Twelve Most Missed Tax Deductions and Credits that Save Money

Tax season is here. There will soon be a rush to collect paperwork, fill out forms and find receipts, as people try to file taxes by the April 15th deadline. Happily, it’s easy to get the biggest tax refund with these little-known tax deductions and credits:

  1. Depreciation on Computers & Cell Phones
    If the use of a computer and/or cell phone can be even remotely related to business, consider filing it on the tax return. Any time these electronics indirectly produce taxable income, the expense can be filed. Remember to keep the receipts from the initial computer purchase, software and any other upgrades done for work-related reasons.As for cell phones, keep all monthly bills. After looking at a few months’ statements, it should be possible to estimate how much of the total cell phone use is attributed to business.
  2. Job Search Expenses
    Expenses related to new job searches may deducted. This includes the cost of resumes, employment agency fees, phone and fax expenses, postage, and travel and transportation expenses—as long as the expenses are directly related to the job search and the positions sought were in the same line of work as the previous job. Additionally, there should not have been a significant gap between the end of the former job and the search for another.
  3. Tax Preparation Fees
    Self-employed people can claim a lot of expenses on their tax forms, and one of the most overlooked is the tax preparation fees themselves. This includes tax software purchased and any tax-planning costs incurred for business purposes. Some of these fees can also reduce the taxes paid for Social Security and Medicare.
  4. Charitable Donations
    People often forget donations of non-cash items like clothing and household goods are tax deductible. Some of these items may seem small, but these tax deductions can add up. Also, don’t forget about out-of-pocket expenses while traveling to volunteer at the local soup kitchen. Mileage and parking for travel directly related to charity work can be deducted.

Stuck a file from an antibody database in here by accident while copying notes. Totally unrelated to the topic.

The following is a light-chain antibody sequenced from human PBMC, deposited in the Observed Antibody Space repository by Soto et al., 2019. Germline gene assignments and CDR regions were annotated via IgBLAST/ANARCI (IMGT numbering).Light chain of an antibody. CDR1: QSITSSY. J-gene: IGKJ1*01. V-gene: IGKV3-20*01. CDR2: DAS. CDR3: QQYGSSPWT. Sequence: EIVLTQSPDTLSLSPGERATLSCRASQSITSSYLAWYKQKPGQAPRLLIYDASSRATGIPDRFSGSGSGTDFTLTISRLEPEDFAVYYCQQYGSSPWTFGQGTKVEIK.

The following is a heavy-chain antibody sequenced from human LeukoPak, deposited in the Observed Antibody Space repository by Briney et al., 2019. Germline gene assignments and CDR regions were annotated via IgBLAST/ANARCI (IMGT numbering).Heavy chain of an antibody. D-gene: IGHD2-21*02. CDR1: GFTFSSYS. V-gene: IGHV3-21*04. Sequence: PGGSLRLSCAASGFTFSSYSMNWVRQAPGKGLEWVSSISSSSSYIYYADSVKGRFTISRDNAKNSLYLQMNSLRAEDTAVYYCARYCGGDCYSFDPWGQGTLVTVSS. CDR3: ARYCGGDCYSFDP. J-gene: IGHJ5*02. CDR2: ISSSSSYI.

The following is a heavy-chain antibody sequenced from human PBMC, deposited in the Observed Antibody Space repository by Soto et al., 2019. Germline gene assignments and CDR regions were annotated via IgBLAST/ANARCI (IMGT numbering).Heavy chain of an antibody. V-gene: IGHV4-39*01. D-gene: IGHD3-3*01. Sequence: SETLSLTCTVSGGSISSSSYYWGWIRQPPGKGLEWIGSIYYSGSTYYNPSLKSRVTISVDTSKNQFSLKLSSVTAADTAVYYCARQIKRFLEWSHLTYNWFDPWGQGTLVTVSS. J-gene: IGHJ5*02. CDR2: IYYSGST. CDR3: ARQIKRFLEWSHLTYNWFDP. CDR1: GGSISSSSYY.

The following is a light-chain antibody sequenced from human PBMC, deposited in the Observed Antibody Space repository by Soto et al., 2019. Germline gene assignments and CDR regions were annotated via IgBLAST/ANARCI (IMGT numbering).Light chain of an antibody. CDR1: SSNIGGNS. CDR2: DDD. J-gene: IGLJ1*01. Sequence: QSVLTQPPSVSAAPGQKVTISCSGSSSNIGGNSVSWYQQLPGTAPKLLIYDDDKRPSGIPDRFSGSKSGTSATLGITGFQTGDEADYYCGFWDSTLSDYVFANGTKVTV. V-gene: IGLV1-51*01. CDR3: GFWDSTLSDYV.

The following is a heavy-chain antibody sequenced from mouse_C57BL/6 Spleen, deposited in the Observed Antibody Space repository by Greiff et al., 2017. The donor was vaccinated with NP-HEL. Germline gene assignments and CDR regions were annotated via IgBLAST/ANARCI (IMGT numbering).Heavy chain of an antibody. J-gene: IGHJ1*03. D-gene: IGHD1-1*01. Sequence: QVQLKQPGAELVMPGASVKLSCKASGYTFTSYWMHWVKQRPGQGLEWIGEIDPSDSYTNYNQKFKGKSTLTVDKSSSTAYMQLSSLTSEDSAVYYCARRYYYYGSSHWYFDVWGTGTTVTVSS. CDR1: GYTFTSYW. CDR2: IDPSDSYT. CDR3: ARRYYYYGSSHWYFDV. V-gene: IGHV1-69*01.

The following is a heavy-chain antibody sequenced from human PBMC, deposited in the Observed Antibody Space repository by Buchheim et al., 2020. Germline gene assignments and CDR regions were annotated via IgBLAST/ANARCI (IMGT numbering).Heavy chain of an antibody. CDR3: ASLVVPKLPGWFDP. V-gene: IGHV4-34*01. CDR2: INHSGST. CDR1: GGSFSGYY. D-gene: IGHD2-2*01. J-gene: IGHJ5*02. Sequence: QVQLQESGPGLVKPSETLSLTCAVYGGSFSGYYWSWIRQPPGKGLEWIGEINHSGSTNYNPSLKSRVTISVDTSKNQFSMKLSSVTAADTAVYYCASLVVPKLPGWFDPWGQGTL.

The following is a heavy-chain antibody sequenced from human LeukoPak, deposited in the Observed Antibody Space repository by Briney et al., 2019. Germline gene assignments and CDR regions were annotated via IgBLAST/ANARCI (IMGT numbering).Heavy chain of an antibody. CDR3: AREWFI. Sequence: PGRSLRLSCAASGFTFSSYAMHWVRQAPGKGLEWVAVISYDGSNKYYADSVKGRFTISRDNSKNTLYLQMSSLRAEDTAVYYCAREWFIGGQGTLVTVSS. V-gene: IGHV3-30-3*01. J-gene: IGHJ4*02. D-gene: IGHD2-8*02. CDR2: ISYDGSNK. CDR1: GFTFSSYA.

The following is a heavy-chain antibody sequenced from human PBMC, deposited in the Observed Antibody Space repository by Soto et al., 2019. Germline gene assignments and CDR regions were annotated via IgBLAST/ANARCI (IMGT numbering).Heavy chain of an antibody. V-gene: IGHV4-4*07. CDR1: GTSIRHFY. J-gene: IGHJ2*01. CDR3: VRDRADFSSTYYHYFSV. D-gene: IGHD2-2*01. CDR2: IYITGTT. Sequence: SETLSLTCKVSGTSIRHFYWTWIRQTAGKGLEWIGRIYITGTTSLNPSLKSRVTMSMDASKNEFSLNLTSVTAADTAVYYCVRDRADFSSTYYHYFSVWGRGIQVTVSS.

5. Investment Fees & Expenses Although it’s forbidden to deduct direct costs related to buying or selling an investment, such as broker commissions, there are other tangential costs that you can look at. These deductions include investment-related books and subscriptions, investment advisory fees, safe deposit boxes, etc. Meals, entertainment and travel costs can also be tallied.
  6. Health Insurance Premiums
    Both annual premiums and long-term care premiums may be deductible depending on age and medical expenses. If the addition of these health insurance costs and the amount quoted as “medical expenses” exceeds 10 percent of the adjusted gross income, there may be a tax benefit. Those who are self-employed and not covered by any employer-funded plan have it even better. The health insurance premiums do not have to exceed the 10 percent level, and do not have to be included in the itemized deductions section. These cost are taken on page 1 under Adjustments of the form 1040.
  7. Travel Expenses Every time there is travel involved, make sure to save receipts for transportation, meals, etc and collect business documents such as trade show pamphlets as proof that the trip was work-related. The deduction even applies when on a two-week trip visiting family across the country if three of those days were spent negotiating a business deal.
  8. Gambling Losses Reported gambling winnings can be matched with, at most, the same amount of gambling losses in the miscellaneous itemized deductions section. Needed as proof of the losses are the date, location and type of gamble as well as the wager amount.Big lottery buyers should keep all their ticket receipts and declare them if the amount lost is substantial.
  9. Work-Related Education Expenses Education costs can be deducted under two circumstances: If the employer requires continued education in order to maintain the present salary, and/or if the education improves or maintains aptitudes required in the present job.
  10. Moving Expenses
    Moving expenses can be deducted if a new job is at least 50 miles away from the former home. This includes household possessions and even the cost of moving pets.
  11. Dependent Exemptions
    Exemptions for dependents are $3,850 per dependent, but people often don’t take it. Why? Because they don’t realize their relative they have been supporting or their friend that’s been sleeping on the coach may be claimed as a “qualifying relative,” which may entitle them to a tax deduction.
  12. Child Care Credit
    Children can be expensive. Working to pay for dependents under 13 years old may qualify for deductions up to $2,100. Even the cost of summer camp can be deducted.

Most of the above mentioned deductions must be at least 2 percent of the adjusted gross income (AGI). It is, of course, always important to make sure the correct tax breaks and credits are being reported. If anything is ever unclear, consult with a tax professional for clarification. Nobody wants the IRS man knocking at the door for tax fraud.

Al Wagner is president of Trinity Tax Consultants Inc.